Hi grandformage and welcome to the forum!
I would repectfully disagree that ARC is "ovet the top" (if that is indeed what you meant by OTT).
Without reliably lap counting in the very least most slot car racing sessions descend quickly into arguments about who is first, what is second etc.
While I agree there are other means of lap counting I think ARC does a wonderful job particularly to newer enthusaists.
A "Brillo" or steel wook pad is actually one of the worst things you can use to clean track I am afraid to tell you.
Newer track does have a protective coating on it that is destroyed by such strong abrasions. Older, regular steel track (i.e. yours) did not have this so it is less of a problem.
What is however a really big issue is the steel wool gives off tins, microscopic steel filaments that get pulled into the slot cars' motors and will cause short circuits and failures. It can even lead to cars' motors burning up.
Run the strongest magnet you can find along the track to pick up thise filaments.
Then use a strong vacuum cleaner on all the track you cleaned (be careful because the same filaments can damage the vacuum cleaner) or if you are really worried use compressed air first and than vacuuming second. Wear a protective mask as these filaments can get breathed in and damage your lungs.
Wash the track with high pressure water (not car wash high pressure but from a hose[pipe]) and dry it off by hand followed by using a hair dryer. Then run the magnet and vacuum cleaner again. (Tedious I know but that steel is very hard to remove).
There is a good section on track cleaning on the site. Our train friends at Hornby also have a track cleaning rubber/eraser that is good at removing rust without damaging the track or creating steel dust.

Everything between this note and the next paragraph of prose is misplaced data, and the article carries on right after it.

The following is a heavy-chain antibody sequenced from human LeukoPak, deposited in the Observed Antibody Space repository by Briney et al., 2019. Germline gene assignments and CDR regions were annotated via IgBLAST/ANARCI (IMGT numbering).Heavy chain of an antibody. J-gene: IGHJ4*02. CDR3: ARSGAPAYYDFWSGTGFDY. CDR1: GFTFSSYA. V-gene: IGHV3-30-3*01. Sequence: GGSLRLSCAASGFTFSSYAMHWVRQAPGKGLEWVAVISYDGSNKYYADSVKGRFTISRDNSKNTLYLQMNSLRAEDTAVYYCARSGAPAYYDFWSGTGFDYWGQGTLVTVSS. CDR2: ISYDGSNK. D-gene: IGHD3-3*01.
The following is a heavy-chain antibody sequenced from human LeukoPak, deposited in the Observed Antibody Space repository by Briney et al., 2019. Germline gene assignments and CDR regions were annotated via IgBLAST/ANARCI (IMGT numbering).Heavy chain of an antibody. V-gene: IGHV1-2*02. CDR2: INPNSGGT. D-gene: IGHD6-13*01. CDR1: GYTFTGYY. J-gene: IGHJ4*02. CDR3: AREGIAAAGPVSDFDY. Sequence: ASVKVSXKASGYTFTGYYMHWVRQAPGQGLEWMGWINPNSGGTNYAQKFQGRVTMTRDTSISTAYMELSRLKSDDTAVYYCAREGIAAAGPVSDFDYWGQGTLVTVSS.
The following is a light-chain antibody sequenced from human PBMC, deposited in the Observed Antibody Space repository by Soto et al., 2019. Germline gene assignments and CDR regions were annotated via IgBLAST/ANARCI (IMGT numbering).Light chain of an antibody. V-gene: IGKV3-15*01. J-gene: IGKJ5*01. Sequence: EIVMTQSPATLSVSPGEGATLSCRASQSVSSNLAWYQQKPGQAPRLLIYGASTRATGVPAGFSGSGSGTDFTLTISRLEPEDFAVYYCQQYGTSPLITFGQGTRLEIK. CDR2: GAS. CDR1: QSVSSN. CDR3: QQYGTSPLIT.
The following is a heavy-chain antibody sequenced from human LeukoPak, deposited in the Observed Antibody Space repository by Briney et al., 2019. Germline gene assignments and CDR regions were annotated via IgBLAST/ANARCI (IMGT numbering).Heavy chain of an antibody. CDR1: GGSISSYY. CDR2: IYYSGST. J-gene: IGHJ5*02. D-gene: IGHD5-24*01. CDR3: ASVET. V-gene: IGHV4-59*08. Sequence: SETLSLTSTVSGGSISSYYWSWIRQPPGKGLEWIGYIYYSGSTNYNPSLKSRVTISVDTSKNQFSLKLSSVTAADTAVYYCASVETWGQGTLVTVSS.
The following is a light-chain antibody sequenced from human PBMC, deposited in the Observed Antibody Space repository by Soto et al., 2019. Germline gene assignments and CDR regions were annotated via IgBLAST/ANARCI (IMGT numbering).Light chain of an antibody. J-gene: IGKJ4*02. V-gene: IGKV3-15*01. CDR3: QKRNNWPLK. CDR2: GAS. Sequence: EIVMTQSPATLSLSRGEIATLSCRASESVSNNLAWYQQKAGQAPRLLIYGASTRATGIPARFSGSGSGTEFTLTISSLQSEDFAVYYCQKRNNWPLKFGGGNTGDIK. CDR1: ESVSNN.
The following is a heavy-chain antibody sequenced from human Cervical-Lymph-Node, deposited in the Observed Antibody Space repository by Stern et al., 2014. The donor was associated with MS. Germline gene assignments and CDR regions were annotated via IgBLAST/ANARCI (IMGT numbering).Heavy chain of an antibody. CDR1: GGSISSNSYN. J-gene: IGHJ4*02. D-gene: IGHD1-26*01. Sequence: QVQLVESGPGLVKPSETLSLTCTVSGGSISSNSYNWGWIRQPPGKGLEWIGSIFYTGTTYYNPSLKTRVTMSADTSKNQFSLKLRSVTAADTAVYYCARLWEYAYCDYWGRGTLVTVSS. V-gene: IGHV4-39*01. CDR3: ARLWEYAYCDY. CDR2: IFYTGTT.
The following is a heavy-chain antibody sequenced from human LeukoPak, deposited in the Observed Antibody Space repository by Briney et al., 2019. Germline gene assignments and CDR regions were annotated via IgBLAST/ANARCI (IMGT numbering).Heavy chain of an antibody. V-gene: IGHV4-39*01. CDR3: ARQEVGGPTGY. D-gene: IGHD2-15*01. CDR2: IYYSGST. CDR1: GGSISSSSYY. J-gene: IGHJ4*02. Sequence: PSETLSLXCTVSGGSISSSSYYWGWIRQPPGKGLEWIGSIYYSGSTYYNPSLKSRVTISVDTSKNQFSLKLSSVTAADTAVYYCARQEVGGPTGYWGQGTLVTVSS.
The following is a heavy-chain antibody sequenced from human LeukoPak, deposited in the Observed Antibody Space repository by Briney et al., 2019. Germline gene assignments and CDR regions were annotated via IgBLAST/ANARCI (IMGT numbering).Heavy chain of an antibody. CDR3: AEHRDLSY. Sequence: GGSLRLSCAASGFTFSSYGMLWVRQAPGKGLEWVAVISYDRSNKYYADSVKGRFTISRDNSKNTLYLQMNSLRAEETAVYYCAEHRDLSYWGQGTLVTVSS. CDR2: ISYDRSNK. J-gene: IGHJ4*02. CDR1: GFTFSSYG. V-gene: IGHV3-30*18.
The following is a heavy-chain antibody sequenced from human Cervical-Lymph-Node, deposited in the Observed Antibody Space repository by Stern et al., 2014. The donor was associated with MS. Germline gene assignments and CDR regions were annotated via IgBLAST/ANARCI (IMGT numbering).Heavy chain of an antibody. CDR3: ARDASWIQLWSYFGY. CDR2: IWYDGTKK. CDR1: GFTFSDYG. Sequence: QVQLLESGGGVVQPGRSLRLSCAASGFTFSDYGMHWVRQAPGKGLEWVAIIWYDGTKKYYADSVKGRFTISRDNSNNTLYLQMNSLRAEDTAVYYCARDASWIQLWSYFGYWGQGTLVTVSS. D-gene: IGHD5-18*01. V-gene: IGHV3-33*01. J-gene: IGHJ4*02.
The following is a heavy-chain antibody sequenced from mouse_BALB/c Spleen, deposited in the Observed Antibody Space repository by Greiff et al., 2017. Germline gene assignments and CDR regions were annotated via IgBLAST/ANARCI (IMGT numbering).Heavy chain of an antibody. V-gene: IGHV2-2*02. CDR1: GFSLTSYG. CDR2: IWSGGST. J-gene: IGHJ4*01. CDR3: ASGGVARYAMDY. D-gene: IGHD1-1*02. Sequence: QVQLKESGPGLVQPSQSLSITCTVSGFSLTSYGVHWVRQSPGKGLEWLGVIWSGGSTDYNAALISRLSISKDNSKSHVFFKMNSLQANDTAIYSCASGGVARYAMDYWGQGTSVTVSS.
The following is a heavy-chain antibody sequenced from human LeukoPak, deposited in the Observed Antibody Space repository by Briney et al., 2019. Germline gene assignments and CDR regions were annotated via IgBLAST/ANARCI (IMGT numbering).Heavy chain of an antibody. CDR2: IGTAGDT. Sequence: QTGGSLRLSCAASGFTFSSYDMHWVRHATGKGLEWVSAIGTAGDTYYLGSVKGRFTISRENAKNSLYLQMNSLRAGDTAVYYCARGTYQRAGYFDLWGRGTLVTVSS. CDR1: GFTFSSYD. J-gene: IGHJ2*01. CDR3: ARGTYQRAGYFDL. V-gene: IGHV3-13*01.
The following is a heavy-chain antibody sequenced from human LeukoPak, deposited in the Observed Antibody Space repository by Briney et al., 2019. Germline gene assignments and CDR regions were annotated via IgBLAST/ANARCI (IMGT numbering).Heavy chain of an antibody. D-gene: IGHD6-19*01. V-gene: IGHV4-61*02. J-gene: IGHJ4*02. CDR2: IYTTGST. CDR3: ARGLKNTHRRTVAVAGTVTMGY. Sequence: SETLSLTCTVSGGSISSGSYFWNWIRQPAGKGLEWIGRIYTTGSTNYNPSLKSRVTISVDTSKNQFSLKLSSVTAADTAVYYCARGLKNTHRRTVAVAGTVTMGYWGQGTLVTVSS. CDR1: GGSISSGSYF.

Even after all of this you will likely find the track not condusting electricity well.
There are several options such as using conductive copper tape to rechroming or soldering wires underneath.
Personally I got rid of all my "Classic" track except for sections that are no longer made in the new Sport" version, such as the Goodwood chicane.
Googling suggests the controller that came with could be better?
Controllers are a fairly basic electric device but essential to good racing. I am nut sure which version of controller came with the set you mentioned but at the end of the day any controller and be made to work with any analog track with some splicing and soldering.
What works best depends on the cars, the length and style of track and of course budget.
So since I want more track, and the set I used to have from maybe 1980 was ace for years of use, I could buy one of those round upright blue transformers plus the track from way back then?
Transformers (mostly) just convert AC power to DC power to a specific output in amps and volts. Ideally you have one transformer per lane to avoid power surges when a car leaves the track and bot of those should be identical.
How do I link old 70's/80's track to the X4 track to other brands and is new Scalextric track different again?
I can't comment on other brands but you can use teh C8222 converter piece to connect your "classic" track to the new Sport track.
The new Sport track is smoother i.e. less gripper.
What track length will one controller run, can two be used on the same two lane as a booster?
I don't completely understand this statement but you need 1 controller for each lane and ideally 1 power supply for each lane though on smaller tracks (less than 10 meters) one power supply should suffice.
Suggestions on why my carefully stored track is almost useless, even on new out of the box cars?
Rust does not conduct electricity I am afraid. Particularly in the 80's things were made to lesser standards.
Is older track grippier?
In general yes, but there are differences as the track was made in the UK, France and Spain all to slightly different roughness standards.